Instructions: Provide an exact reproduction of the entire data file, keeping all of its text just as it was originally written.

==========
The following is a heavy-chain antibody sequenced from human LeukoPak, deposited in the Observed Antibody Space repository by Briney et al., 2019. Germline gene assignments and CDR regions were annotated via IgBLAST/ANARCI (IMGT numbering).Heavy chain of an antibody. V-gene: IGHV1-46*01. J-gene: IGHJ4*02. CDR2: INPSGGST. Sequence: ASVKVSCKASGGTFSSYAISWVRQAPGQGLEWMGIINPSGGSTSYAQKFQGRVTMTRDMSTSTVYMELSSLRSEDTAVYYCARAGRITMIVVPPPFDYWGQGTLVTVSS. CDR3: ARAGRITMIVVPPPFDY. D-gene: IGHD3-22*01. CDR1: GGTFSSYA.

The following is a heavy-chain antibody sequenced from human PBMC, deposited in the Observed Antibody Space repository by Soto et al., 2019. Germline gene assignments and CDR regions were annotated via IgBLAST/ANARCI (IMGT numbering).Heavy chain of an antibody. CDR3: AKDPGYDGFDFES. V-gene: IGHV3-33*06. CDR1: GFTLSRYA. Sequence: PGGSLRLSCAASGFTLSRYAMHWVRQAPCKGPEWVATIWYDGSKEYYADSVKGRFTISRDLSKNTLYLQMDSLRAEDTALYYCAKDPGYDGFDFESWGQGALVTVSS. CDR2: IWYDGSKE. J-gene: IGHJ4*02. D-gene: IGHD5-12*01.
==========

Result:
The following is a heavy-chain antibody sequenced from human LeukoPak, deposited in the Observed Antibody Space repository by Briney et al., 2019. Germline gene assignments and CDR regions were annotated via IgBLAST/ANARCI (IMGT numbering).Heavy chain of an antibody. V-gene: IGHV1-46*01. J-gene: IGHJ4*02. CDR2: INPSGGST. Sequence: ASVKVSCKASGGTFSSYAISWVRQAPGQGLEWMGIINPSGGSTSYAQKFQGRVTMTRDMSTSTVYMELSSLRSEDTAVYYCARAGRITMIVVPPPFDYWGQGTLVTVSS. CDR3: ARAGRITMIVVPPPFDY. D-gene: IGHD3-22*01. CDR1: GGTFSSYA.

The following is a heavy-chain antibody sequenced from human PBMC, deposited in the Observed Antibody Space repository by Soto et al., 2019. Germline gene assignments and CDR regions were annotated via IgBLAST/ANARCI (IMGT numbering).Heavy chain of an antibody. CDR3: AKDPGYDGFDFES. V-gene: IGHV3-33*06. CDR1: GFTLSRYA. Sequence: PGGSLRLSCAASGFTLSRYAMHWVRQAPCKGPEWVATIWYDGSKEYYADSVKGRFTISRDLSKNTLYLQMDSLRAEDTALYYCAKDPGYDGFDFESWGQGALVTVSS. CDR2: IWYDGSKE. J-gene: IGHJ4*02. D-gene: IGHD5-12*01.